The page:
- Be eligible to apply for additional implementation funds for school years 2019-20 and beyond.
Grant recipients will commit to measuring and reporting on evidence-based indicators and conditions that will enable them to deliver significantly more impactful advising for students.
These commitments include:
- Report on Estimated Postsecondary Completion and adopt a measurement framework using key predictive indicators (see “Key Outcomes and Indicators” below).
- Analyze current student data – disaggregated by race/ethnicity and income.
- Understand all the actors currently providing postsecondary advising in schools and the surrounding community.
- Based on the initial analysis of current student data and context, develop an initial aim & goals for improvement during the 2019-2020 school year.
- Develop the capacity for ongoing measurement, disaggregated reporting, and use of indicators for improvement at both the school & district levels.
- Implement key enabling conditions and leadership commitments at both the school & district levels.
- In conjunction with school leaders, counselors, educators, and community partners, create an implementation plan to ensure systemic access to effective advising. This plan may include strengthened partnerships with college access organizations, higher education institutions, and other community supports.
- Commit to continued measurement, usage, and reporting of key indicators and outcomes in the second year of the grant.
Grantees will also commit to fully participating in and exchanging learning across a community of practice. This will include engagement in two national convenings, the National College Access Network national conference, and ongoing trainings, communications with coaches, and other supports. Fundamental to this effort is a learning agenda which allows participants, the foundation, and the field to learn from grantees’ experiences. As such, grantees will report on key indicators and outcomes within the community of practice and to the foundation. Finally, grantees will commit to adhering to the foundation’s stewardship principles to protect student data and privacy, which include compliance with all applicable federal and state laws related to the collection, storage, use, and destruction of student data.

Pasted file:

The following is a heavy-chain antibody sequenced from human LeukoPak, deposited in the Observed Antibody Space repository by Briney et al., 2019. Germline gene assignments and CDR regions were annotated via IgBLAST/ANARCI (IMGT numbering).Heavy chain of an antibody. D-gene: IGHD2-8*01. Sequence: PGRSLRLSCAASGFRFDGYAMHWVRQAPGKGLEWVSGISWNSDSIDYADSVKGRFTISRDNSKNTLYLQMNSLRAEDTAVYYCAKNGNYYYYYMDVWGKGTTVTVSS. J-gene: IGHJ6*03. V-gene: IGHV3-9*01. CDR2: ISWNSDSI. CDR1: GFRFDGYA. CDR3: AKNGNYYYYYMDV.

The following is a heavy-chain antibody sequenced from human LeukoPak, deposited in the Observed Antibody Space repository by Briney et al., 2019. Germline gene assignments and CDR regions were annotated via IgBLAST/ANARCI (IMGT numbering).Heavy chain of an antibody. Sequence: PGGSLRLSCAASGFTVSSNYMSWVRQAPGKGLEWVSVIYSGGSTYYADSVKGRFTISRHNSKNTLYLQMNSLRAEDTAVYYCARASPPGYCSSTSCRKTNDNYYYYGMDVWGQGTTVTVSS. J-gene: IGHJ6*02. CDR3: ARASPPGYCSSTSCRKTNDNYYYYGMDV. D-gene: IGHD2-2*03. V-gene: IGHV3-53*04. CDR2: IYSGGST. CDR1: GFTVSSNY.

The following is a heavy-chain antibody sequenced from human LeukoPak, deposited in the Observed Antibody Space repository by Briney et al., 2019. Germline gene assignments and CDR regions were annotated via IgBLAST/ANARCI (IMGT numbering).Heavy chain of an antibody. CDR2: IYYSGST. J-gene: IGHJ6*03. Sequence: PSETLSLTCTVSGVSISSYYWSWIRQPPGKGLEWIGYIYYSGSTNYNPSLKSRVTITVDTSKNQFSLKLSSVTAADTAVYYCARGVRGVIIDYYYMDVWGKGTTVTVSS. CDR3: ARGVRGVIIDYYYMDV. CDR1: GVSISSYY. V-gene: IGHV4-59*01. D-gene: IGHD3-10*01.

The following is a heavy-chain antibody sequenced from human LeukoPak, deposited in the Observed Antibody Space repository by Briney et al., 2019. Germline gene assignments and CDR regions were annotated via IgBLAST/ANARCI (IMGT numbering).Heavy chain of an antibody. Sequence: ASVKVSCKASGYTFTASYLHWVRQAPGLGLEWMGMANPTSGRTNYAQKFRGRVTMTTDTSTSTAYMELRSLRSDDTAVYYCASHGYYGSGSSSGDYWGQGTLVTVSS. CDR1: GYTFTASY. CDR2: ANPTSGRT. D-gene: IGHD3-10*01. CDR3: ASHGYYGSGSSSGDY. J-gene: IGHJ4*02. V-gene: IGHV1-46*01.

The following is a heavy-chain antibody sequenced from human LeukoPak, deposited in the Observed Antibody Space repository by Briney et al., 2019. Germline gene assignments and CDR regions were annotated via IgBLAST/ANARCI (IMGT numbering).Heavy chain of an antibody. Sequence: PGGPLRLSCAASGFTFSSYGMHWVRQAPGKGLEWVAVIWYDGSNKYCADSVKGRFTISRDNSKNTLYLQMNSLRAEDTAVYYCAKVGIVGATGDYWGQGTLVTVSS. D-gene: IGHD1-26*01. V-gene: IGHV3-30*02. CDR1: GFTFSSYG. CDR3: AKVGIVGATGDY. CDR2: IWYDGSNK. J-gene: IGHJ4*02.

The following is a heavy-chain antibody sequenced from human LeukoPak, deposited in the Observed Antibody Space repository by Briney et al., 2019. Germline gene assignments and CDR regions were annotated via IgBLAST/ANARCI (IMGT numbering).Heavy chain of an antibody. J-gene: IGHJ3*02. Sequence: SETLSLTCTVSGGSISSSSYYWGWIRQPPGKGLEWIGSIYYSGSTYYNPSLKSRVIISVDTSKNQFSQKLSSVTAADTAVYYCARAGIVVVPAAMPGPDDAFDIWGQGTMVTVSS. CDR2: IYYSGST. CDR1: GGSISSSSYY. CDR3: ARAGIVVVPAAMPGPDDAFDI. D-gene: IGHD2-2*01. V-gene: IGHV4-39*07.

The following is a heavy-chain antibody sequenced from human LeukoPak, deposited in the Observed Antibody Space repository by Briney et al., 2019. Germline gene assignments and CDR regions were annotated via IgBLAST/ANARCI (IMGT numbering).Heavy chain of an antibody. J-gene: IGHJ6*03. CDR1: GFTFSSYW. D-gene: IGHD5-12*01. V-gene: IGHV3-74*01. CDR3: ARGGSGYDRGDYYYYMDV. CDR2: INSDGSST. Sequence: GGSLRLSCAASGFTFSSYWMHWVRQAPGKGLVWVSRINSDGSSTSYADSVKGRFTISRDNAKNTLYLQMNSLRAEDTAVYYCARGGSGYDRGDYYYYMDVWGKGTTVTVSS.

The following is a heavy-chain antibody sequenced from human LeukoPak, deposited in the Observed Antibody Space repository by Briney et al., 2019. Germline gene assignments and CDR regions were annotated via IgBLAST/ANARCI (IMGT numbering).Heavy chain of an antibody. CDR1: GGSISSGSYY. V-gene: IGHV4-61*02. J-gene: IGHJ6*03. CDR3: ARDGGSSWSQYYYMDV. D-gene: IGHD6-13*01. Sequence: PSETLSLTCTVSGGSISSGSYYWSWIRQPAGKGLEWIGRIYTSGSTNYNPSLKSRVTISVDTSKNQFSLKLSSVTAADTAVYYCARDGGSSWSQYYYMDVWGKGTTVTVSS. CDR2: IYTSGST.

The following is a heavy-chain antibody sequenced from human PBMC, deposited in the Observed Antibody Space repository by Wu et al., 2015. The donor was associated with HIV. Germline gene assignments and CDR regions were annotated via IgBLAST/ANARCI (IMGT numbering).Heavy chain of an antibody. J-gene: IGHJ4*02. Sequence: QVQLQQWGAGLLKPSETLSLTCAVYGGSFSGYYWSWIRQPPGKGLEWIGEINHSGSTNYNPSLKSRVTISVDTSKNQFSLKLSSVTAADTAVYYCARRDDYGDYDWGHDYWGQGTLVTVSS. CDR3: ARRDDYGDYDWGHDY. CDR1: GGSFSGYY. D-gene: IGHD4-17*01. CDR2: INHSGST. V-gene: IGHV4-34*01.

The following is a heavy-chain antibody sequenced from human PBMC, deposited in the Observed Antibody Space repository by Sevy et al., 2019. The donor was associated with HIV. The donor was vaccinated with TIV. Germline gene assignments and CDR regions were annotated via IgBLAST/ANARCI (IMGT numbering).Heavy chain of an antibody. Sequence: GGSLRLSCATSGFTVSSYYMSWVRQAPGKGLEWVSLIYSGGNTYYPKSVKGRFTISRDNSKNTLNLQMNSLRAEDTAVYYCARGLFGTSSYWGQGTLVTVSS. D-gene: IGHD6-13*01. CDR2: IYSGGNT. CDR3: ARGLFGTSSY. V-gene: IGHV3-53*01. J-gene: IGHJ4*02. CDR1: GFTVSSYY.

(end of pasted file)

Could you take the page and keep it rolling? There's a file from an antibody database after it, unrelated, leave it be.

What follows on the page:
KEY OUTCOMES AND INDICATORS
Many school systems and communities aspire to take a “to and through” approach and aim to increase students’ postsecondary completion rates. The challenge, though, is the significant time lag – at least six years – to track these students longitudinally.
Given the research showing that students’ likelihood of graduating from a given postsecondary institution mirrors the institutional graduation rate, many systems are beginning to use a new measure, Estimated Postsecondary Completion, which provides more immediate improvement data and is highly predictive of six-year postsecondary graduation rates. For these reasons, we’ve chosen Estimated Postsecondary Completion as the key outcome we will require all grantees to measure and aim to improve. Grantees will receive individualized assistance to help them develop this measurement and improvement capacity.
Calculating Estimated Postsecondary Completion (EPSC)
Based on historic subgroup graduation data, EPSC is the estimated rate at which students will graduate from the institutions where they matriculate. For example, consider a school with five students:
|Student||Graduation Rate at Institution Where Student Enrolls||EPSC|
|Student 1, African-American||80% African-American graduation rate||80%|
|Student 2, Caucasian||60% Caucasian graduation rate||60%|
|Student 3, Latino||40% Latino graduation rate||40%|
|Student 4, African-American||20% African-American graduation rate||20%|
|Student 5, Caucasian||Does not enroll||0|
|Total School EPSC||40%|
EPSC is valuable for two purposes. First, it provides school systems and their communities with a timely and accurate gauge on a critical outcome: students’ postsecondary success. Second, and perhaps more importantly, it can be used along with other indicators as the basis for improvement efforts.
In the above example, the postsecondary enrollment rate is 80% (four of five students enrolled), but because of where those students enrolled, the school’s estimated postsecondary completion rate is only 40%. School leaders may respond by investigating which students are enrolling in low graduation rate schools, seek to understand why, and support paths to schools that will foster student success.